Sunday, January 29, 2017

When 300 Mexicans Came to Grinnell...

All the present-day conversation about restricting immigration, about Mexican "rapists and criminals," and the building of walls has reminded me of a time when Mexicans came en masse to Grinnell. At a time when the total population of Grinnell barely exceeded 5,000, the local newspaper headline screamed that "300 Mexicans Are Coming," all young men recruited to help with detasseling when war-time labor was short. Almost simultaneously, a much smaller contingent of native Americans also reached Grinnell to detassel the smaller fields of Claude Ahrens's seed corn business. All these different-seeming young men descending upon small-town Grinnell must have provoked wonder.  But then, as now, large agricultural enterprises deemed immigrant workers crucial to their business success, which may explain why it is difficult to find much evidence of resentment against the newly-arrived Mexicans and native Americans, even though their numbers must have made the newcomers very visible in town. How did this all go down? And can we today learn anything from the experience?
Grinnell Herald-Register, July 10, 1944
The 1940 US Census had counted 5219 persons in Grinnell, but as World War II wore on, more and more Grinnell men put on their country's uniform and served in the Armed Forces, and these military demands put pressure on the local labor supply. In a community dominated by agriculture, this pressure was felt most acutely in businesses directly connected to farming, and therefore followed the seasonal flow of agriculture. The seed corn industry, only then beginning the exploitation of hybrid seeds, felt this pressure most in mid-summer when de-tasseling crews were needed to pass through the fields quickly and efficiently. How could the expanding needs of this young business adjust to the diminished labor market?
Women De-Tasselers near Grinnell (1944)
DeKalb Area Agricultural Heritage Association
At first local seed corn companies tried to make do, using women and anyone who volunteered. Although I found no specific mention in the records of Grinnell women doing de-tasseling, a photograph from the DeKalb Area Agricultural Heritage Association website clearly shows a group of women standing in front of a Grinnell field recently de-tasseled. Some extant reports do talk of downtown businessmen who rolled up their sleeves and gave their time to help de-tassel, presumably because the seed corn business was crucial to the town's economy.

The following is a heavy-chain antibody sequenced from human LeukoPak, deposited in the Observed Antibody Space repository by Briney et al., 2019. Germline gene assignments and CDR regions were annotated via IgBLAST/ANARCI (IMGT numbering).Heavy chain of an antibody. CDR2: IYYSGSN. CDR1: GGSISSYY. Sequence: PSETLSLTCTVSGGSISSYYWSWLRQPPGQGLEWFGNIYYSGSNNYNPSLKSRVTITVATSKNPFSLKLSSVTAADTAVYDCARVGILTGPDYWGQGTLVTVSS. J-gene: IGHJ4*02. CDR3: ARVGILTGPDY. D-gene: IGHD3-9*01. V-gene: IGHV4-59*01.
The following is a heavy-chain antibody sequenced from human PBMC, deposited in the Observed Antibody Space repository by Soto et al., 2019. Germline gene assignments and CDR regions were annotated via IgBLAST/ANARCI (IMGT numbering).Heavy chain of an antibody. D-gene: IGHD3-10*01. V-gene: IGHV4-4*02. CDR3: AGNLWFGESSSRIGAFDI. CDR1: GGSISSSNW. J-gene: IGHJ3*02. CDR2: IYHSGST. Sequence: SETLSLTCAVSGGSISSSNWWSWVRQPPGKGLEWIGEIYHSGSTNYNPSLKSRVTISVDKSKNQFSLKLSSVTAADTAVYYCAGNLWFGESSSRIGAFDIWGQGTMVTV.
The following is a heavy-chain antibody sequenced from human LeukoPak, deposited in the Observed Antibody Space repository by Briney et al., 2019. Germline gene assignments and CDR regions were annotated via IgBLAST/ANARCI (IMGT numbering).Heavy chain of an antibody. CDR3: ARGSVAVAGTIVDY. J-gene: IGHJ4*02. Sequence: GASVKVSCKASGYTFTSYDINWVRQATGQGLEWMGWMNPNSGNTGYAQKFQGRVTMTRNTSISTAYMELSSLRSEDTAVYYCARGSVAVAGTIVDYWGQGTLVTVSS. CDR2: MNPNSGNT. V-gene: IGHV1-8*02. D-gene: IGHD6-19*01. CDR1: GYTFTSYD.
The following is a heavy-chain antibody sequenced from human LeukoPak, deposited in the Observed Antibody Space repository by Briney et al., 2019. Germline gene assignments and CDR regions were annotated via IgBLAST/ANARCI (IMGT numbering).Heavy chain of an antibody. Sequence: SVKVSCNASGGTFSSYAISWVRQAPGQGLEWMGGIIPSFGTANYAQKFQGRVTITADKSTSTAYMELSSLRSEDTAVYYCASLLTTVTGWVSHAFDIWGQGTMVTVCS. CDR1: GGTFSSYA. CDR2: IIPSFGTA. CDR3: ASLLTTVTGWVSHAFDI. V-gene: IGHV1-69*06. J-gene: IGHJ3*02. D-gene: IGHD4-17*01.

As the war dragged on, however, the demand for farm labor—not only here in Grinnell, but across the country—accelerated, and overwhelmed earlier efforts to scrape by. The result was an August, 1942 intergovernmental agreement that was officially called "The Mexican Farm Labor Program," but was unofficially known as the Bracero Program. Thanks to this agreement, between 1942 and 1964 several million Mexican immigrants entered the United States to take low-paying, hard-labor jobs on American farms. Typically, large groups of braceros moved from one crop to another, in the process moving from one state to another.
DeKalb Seed Corn Building, 733 Main Street, Grinnell (ca. 1940) (former Grinnell Washing Machine Factory)
DeKalb Area Agricultural Heritage Association
In the universe of 1940s American agriculture, Grinnell occupied a very small planet. Nevertheless, in 1944 operators of the local DeKalb seed corn plant arranged for some 300 Mexicans to come to Grinnell to help with de-tasseling. The first detachments arrived in mid-July. A "special car" attached to a train out of Minneapolis-St. Paul brought 62 Mexicans to town Saturday, July 15; a "large truckload of Mexicans" arrived the next day from Freemont, Nebraska (where they had been working in the sugar beet industry) along with a school bus of workers from New Ulm, Minnesota. A much larger group of Mexicans (238) reached Grinnell by train on Saturday, July 22. According to news reports, DeKalb arranged "sleeping quarters and shower baths" for the Mexicans at the DeKalb site on south Main Street, and contracted with a Chicago commissary company to prepare meals for them there.
Some of the Mexican temporary workers detraining in Grinnell, Greeted by Stanley Jorgenson of DeKalb Seed Co.
Grinnell Herald-Register, July 27, 1944

Grinnell Police Chief Glenn Bell Greets Newly-Arrived Mexicans
Grinnell Herald-Register, July 27, 1944